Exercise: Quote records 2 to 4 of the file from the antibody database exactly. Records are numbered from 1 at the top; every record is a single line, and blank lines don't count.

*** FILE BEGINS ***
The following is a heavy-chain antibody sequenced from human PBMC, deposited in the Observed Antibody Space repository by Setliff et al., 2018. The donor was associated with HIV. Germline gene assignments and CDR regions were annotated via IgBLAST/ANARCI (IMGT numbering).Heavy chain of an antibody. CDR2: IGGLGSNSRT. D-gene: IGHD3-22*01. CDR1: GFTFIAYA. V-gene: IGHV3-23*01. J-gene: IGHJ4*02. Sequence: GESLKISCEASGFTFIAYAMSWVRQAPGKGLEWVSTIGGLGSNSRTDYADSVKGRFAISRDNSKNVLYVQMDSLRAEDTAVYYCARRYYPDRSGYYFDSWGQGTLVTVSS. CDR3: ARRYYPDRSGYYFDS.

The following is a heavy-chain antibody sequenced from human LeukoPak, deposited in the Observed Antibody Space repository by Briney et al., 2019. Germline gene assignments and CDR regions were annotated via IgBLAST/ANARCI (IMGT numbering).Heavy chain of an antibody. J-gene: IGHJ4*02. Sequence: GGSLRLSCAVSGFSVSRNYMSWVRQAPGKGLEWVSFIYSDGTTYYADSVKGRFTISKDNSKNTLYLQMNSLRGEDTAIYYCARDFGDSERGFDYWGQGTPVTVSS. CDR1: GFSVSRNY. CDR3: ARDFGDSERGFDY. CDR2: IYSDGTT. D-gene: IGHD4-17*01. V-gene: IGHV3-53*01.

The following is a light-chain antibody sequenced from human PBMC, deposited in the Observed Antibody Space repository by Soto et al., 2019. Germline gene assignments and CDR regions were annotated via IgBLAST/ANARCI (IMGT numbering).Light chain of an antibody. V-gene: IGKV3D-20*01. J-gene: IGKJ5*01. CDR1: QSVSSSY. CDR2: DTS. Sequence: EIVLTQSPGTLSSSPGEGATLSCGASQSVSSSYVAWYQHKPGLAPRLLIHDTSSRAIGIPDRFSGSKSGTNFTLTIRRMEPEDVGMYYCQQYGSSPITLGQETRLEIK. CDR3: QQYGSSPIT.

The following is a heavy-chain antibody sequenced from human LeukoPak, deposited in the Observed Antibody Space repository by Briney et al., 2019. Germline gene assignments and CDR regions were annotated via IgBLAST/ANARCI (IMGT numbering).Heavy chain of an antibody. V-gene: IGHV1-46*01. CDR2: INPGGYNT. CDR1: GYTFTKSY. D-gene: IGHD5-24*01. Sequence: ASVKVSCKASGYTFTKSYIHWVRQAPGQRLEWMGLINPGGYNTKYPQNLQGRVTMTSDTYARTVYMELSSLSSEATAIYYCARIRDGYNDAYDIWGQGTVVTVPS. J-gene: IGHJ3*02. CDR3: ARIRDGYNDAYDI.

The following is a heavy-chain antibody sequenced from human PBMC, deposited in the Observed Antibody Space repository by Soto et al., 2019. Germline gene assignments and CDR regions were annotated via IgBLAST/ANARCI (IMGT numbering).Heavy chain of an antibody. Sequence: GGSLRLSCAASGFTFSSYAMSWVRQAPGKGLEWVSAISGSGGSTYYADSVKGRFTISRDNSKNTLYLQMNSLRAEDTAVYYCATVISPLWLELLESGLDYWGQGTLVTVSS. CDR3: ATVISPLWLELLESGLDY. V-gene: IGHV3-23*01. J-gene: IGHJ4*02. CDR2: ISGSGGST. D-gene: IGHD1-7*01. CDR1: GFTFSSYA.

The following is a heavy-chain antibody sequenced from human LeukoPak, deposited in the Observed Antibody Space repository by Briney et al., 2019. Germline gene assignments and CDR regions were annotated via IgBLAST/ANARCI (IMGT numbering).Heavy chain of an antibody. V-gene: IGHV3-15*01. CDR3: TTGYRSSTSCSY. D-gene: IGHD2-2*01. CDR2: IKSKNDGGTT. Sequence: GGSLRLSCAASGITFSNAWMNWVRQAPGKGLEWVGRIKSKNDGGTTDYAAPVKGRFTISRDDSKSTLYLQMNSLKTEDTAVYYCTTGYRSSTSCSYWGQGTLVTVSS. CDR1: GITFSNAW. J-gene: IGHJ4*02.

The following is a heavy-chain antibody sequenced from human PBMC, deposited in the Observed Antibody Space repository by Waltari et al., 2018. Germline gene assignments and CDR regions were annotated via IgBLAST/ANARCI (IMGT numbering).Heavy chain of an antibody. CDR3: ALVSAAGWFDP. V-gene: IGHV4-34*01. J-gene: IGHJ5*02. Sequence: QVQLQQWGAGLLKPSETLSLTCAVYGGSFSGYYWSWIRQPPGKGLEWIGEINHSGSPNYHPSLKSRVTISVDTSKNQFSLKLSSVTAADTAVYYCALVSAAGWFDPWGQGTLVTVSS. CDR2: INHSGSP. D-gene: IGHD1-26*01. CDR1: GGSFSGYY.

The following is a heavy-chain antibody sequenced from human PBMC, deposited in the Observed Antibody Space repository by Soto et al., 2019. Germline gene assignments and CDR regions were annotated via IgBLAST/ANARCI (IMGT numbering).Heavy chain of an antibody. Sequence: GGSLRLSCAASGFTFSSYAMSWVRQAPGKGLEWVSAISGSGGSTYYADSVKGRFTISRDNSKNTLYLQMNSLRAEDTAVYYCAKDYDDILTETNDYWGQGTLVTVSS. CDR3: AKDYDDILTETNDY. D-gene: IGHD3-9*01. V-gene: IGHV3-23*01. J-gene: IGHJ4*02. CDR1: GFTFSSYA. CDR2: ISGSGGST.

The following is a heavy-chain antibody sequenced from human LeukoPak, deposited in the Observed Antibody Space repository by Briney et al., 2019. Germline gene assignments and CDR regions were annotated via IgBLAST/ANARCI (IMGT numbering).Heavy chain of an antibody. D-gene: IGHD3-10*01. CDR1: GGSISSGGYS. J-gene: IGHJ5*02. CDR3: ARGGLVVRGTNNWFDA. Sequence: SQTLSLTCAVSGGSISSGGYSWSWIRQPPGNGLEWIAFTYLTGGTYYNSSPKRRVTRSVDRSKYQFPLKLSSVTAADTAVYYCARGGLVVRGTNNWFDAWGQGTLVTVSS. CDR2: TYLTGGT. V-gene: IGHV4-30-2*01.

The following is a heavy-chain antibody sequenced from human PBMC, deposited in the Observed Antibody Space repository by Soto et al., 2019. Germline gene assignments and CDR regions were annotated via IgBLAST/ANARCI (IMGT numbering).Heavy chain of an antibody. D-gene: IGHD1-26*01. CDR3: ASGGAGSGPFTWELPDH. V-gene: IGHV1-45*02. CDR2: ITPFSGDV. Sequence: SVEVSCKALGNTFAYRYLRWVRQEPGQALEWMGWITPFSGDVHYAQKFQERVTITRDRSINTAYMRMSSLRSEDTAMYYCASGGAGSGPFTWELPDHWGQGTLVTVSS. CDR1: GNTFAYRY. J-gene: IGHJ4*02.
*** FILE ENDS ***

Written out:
The following is a heavy-chain antibody sequenced from human LeukoPak, deposited in the Observed Antibody Space repository by Briney et al., 2019. Germline gene assignments and CDR regions were annotated via IgBLAST/ANARCI (IMGT numbering).Heavy chain of an antibody. J-gene: IGHJ4*02. Sequence: GGSLRLSCAVSGFSVSRNYMSWVRQAPGKGLEWVSFIYSDGTTYYADSVKGRFTISKDNSKNTLYLQMNSLRGEDTAIYYCARDFGDSERGFDYWGQGTPVTVSS. CDR1: GFSVSRNY. CDR3: ARDFGDSERGFDY. CDR2: IYSDGTT. D-gene: IGHD4-17*01. V-gene: IGHV3-53*01.

The following is a light-chain antibody sequenced from human PBMC, deposited in the Observed Antibody Space repository by Soto et al., 2019. Germline gene assignments and CDR regions were annotated via IgBLAST/ANARCI (IMGT numbering).Light chain of an antibody. V-gene: IGKV3D-20*01. J-gene: IGKJ5*01. CDR1: QSVSSSY. CDR2: DTS. Sequence: EIVLTQSPGTLSSSPGEGATLSCGASQSVSSSYVAWYQHKPGLAPRLLIHDTSSRAIGIPDRFSGSKSGTNFTLTIRRMEPEDVGMYYCQQYGSSPITLGQETRLEIK. CDR3: QQYGSSPIT.

The following is a heavy-chain antibody sequenced from human LeukoPak, deposited in the Observed Antibody Space repository by Briney et al., 2019. Germline gene assignments and CDR regions were annotated via IgBLAST/ANARCI (IMGT numbering).Heavy chain of an antibody. V-gene: IGHV1-46*01. CDR2: INPGGYNT. CDR1: GYTFTKSY. D-gene: IGHD5-24*01. Sequence: ASVKVSCKASGYTFTKSYIHWVRQAPGQRLEWMGLINPGGYNTKYPQNLQGRVTMTSDTYARTVYMELSSLSSEATAIYYCARIRDGYNDAYDIWGQGTVVTVPS. J-gene: IGHJ3*02. CDR3: ARIRDGYNDAYDI.